1:1 Pilot Parent Feedback | November 2013

An essential part of our 1:1 pilot is collecting feedback from students, teachers, and parents about how the pilot is impacting student learning and success. Eight weeks into our project, we asked our parents to respond to four questions (we will be asking students themselves a set of questions in the coming week) that we will repeat later in the year. The four questions are:

How would you classify the value of this tool:

in terms of enhancing your child’s engagement and motivation?
in terms of enhancing your child’s collaboration and communication with teachers and peers?
in helping your child be efficient in terms of organization and material management?
in terms of enhancing your child’s involvement in innovative learning experiences?

These questions closely track five benefits we hoped to see in a 1:1 program that we laid out in our original proposal, including personalization and differentiation of learning, enhanced engagement and motivation, opportunity for innovation through group and project-based learning, opportunity for collaboration, and improved student work flow. In our first assessment of the data we received, there are some early conclusions we can draw and some important questions raised.

The first conclusion is that the program is providing positive benefit. For each question above, the percentage of respondents who answered with either Extremely Important or Very Important was at least 76%. In response to three of the four questions, zero respondents said that the Chromebook was Not Important. We would be thrilled with this level of response in most programs, but are especially heartened in this pilot phase of our program, when one of our explicit goals is to try different things, take risks, and see what works. Our pilot team teachers have done incredible work in a very short period of time learning how to leverage this opportunity for the benefit of students.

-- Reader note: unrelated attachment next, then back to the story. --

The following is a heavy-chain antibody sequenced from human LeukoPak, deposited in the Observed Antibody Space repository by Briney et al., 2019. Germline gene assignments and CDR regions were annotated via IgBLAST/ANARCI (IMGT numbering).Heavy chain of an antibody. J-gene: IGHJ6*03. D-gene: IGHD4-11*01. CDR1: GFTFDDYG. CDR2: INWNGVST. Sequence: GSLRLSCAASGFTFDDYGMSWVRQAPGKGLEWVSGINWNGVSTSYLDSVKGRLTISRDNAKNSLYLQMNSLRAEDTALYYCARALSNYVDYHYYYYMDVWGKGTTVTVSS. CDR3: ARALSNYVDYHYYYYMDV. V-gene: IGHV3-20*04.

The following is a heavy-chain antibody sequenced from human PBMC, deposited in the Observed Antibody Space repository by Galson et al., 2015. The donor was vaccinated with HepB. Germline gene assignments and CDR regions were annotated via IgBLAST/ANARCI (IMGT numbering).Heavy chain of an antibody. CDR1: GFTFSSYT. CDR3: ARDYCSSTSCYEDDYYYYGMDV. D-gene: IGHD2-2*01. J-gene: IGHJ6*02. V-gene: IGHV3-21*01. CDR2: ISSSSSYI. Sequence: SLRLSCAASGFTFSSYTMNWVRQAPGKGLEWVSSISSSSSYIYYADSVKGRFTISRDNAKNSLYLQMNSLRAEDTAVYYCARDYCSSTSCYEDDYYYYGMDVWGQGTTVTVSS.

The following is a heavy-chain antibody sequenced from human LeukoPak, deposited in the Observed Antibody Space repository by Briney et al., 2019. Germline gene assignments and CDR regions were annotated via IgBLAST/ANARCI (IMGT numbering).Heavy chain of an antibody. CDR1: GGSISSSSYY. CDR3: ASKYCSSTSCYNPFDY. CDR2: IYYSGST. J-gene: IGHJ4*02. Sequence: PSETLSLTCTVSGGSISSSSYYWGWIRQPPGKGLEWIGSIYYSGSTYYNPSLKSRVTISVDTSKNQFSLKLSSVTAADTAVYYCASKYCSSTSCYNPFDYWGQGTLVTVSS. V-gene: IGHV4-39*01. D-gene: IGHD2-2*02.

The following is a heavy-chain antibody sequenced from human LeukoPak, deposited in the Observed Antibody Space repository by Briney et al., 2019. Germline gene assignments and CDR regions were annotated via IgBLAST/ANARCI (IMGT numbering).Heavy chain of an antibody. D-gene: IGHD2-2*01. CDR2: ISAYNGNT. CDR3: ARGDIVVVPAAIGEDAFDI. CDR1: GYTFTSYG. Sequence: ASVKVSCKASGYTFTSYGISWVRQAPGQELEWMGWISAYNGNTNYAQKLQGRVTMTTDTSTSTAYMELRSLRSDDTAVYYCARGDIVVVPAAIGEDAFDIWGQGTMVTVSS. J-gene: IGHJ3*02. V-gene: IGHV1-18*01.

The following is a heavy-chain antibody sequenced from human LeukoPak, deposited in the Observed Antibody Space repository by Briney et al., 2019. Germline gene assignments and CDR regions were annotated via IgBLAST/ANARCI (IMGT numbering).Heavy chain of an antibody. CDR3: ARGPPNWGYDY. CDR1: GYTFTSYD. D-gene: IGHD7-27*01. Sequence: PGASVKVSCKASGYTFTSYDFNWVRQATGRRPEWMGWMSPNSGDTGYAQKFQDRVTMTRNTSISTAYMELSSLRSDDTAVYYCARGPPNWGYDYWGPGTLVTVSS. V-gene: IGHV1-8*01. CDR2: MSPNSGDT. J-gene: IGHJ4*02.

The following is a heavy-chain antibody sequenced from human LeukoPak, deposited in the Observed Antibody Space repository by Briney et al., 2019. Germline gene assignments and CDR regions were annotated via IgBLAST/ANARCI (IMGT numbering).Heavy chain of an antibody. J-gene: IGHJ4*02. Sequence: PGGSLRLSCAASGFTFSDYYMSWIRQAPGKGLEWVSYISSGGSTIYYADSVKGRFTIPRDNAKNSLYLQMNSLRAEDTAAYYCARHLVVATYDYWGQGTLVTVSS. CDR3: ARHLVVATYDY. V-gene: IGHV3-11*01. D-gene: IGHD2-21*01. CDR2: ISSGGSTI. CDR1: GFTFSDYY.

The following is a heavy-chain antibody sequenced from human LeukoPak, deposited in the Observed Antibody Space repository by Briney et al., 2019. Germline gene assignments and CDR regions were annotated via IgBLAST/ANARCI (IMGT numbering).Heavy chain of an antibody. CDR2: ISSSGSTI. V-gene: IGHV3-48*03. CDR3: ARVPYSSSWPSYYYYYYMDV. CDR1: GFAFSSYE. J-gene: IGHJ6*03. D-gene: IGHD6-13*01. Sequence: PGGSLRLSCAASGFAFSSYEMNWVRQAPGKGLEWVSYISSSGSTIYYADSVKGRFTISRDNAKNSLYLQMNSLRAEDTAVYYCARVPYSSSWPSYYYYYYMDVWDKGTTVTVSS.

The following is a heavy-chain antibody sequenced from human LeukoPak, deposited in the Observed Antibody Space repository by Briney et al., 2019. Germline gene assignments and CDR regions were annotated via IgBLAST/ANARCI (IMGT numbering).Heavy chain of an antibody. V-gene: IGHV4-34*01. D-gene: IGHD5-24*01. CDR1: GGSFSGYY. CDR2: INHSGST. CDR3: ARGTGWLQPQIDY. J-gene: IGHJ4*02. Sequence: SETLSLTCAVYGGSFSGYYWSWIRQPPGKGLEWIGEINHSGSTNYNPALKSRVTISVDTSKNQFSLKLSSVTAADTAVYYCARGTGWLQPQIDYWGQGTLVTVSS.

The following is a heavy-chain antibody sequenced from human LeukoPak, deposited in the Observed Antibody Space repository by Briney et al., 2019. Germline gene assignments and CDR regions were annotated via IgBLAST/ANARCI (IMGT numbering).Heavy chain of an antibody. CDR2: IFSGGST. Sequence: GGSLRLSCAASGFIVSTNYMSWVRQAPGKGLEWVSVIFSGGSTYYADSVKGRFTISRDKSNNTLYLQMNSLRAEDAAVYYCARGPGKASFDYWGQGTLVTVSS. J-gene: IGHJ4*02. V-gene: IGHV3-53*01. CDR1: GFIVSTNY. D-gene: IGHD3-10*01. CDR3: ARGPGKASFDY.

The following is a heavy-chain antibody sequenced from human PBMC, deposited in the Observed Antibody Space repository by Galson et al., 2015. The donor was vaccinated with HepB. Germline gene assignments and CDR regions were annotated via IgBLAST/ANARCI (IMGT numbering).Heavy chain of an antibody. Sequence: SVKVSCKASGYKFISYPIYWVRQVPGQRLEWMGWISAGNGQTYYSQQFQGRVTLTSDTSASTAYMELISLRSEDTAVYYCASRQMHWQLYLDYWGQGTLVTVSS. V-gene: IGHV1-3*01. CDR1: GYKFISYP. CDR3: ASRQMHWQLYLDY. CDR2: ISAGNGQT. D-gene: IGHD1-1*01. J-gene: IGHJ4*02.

We are pleased at the strong positive response about whether the program is enhancing student involvement in innovative learning experiences. q2Again, these are early days for our teachers, and there is always some need to “get up to speed” on basics before being able to confidently innovate – but they have done so and more. We also wondered how much parents would be able to see this innovation, but they clearly are, or are hearing about it from their students. More on that below.

There were a few responses in the comments section about mathematics and how to best use the Chromebook in that discipline. Interestingly, the responses ranged widely from those who were concerned the device is not a match (I have also seen some frustration in trying to pull math problems off the web) to those who believed they saw a great fit (I have noticed that this is amazing for Math!!). Another parent wondered if the device wasn’t best tailored to disciplines with more research and writing than to math. These are important observations. We also wonder how to best support student work in mathematics and blending “hands on” calculation, while we are also finding significant benefit in “flipping” the classroom by providing teacher (and student!) made video tutorials about important math concepts that students can access at home.

Finally, there were some responses that have us thinking about the best ways to demonstrate and have students demonstrate the high-level, complex tasks they are engaged in with 1:1 technology. Our ELA teacher, for example, has been using the technology to shift more rote, mechanical work like grammar into a homework setting, while using class workshop time to provide live feedback on writing and raise expectations for all students. But what might this look like at home? It might look like we are using the 1:1 devices to do more grammar - and that’s not what we want to communicate. It is an important consideration as we move forward and want to maximize the involvement of parents in student learning.

We encourage you to read the full summary of parent responses, including all comments. We have only had a first pass at it ourselves, and know it will provide the basis for a lot of rich conversation on the team.

One thought on “1:1 Pilot Parent Feedback | November 2013

  1. Pingback: 1:1 Pilot Parent Feedback | March 2014 | Learning in Sudbury

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